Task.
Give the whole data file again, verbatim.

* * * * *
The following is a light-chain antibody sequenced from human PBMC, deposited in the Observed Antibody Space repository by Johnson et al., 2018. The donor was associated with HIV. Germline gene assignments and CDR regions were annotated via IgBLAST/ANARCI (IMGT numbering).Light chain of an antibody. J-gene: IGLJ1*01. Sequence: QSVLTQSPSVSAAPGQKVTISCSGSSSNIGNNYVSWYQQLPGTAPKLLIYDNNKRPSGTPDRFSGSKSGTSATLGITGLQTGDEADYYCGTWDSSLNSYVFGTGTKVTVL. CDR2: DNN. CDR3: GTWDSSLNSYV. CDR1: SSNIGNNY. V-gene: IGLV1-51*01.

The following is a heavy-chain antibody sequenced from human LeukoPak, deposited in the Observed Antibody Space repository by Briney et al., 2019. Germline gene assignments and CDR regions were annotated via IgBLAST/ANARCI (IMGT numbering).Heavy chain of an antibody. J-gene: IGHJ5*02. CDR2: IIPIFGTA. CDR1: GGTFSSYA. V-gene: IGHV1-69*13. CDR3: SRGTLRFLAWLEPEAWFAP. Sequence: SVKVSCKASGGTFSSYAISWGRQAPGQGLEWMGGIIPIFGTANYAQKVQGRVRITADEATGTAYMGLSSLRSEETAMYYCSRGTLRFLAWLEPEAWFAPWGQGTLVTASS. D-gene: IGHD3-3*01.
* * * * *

The following is a light-chain antibody sequenced from human PBMC, deposited in the Observed Antibody Space repository by Johnson et al., 2018. The donor was associated with HIV. Germline gene assignments and CDR regions were annotated via IgBLAST/ANARCI (IMGT numbering).Light chain of an antibody. J-gene: IGLJ1*01. Sequence: QSVLTQSPSVSAAPGQKVTISCSGSSSNIGNNYVSWYQQLPGTAPKLLIYDNNKRPSGTPDRFSGSKSGTSATLGITGLQTGDEADYYCGTWDSSLNSYVFGTGTKVTVL. CDR2: DNN. CDR3: GTWDSSLNSYV. CDR1: SSNIGNNY. V-gene: IGLV1-51*01.

The following is a heavy-chain antibody sequenced from human LeukoPak, deposited in the Observed Antibody Space repository by Briney et al., 2019. Germline gene assignments and CDR regions were annotated via IgBLAST/ANARCI (IMGT numbering).Heavy chain of an antibody. J-gene: IGHJ5*02. CDR2: IIPIFGTA. CDR1: GGTFSSYA. V-gene: IGHV1-69*13. CDR3: SRGTLRFLAWLEPEAWFAP. Sequence: SVKVSCKASGGTFSSYAISWGRQAPGQGLEWMGGIIPIFGTANYAQKVQGRVRITADEATGTAYMGLSSLRSEETAMYYCSRGTLRFLAWLEPEAWFAPWGQGTLVTASS. D-gene: IGHD3-3*01.